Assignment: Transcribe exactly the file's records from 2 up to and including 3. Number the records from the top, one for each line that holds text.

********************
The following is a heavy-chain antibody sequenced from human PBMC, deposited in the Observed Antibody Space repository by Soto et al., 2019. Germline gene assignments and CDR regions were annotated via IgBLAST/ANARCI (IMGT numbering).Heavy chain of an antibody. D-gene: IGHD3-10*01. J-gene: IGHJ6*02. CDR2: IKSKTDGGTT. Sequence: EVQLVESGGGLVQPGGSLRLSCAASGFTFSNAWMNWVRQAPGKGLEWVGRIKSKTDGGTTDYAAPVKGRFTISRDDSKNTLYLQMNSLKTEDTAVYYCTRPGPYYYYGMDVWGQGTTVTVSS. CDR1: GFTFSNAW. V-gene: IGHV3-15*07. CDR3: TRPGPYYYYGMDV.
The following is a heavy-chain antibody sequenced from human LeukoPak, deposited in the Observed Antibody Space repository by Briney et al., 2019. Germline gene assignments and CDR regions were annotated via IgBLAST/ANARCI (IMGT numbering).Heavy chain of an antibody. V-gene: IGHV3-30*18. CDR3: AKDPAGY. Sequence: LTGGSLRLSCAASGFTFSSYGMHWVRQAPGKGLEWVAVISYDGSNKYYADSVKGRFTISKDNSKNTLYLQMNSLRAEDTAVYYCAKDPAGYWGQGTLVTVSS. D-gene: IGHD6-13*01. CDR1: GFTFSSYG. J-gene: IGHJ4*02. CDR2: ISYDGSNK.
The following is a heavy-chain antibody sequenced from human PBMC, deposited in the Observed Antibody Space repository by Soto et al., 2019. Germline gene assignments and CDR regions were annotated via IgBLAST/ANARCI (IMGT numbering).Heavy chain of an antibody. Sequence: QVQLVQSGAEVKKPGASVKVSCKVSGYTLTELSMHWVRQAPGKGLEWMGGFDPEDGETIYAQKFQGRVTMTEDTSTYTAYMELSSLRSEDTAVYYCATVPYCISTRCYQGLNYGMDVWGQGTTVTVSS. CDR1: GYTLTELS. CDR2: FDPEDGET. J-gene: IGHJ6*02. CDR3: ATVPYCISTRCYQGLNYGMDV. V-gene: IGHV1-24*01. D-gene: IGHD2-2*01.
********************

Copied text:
The following is a heavy-chain antibody sequenced from human LeukoPak, deposited in the Observed Antibody Space repository by Briney et al., 2019. Germline gene assignments and CDR regions were annotated via IgBLAST/ANARCI (IMGT numbering).Heavy chain of an antibody. V-gene: IGHV3-30*18. CDR3: AKDPAGY. Sequence: LTGGSLRLSCAASGFTFSSYGMHWVRQAPGKGLEWVAVISYDGSNKYYADSVKGRFTISKDNSKNTLYLQMNSLRAEDTAVYYCAKDPAGYWGQGTLVTVSS. D-gene: IGHD6-13*01. CDR1: GFTFSSYG. J-gene: IGHJ4*02. CDR2: ISYDGSNK.
The following is a heavy-chain antibody sequenced from human PBMC, deposited in the Observed Antibody Space repository by Soto et al., 2019. Germline gene assignments and CDR regions were annotated via IgBLAST/ANARCI (IMGT numbering).Heavy chain of an antibody. Sequence: QVQLVQSGAEVKKPGASVKVSCKVSGYTLTELSMHWVRQAPGKGLEWMGGFDPEDGETIYAQKFQGRVTMTEDTSTYTAYMELSSLRSEDTAVYYCATVPYCISTRCYQGLNYGMDVWGQGTTVTVSS. CDR1: GYTLTELS. CDR2: FDPEDGET. J-gene: IGHJ6*02. CDR3: ATVPYCISTRCYQGLNYGMDV. V-gene: IGHV1-24*01. D-gene: IGHD2-2*01.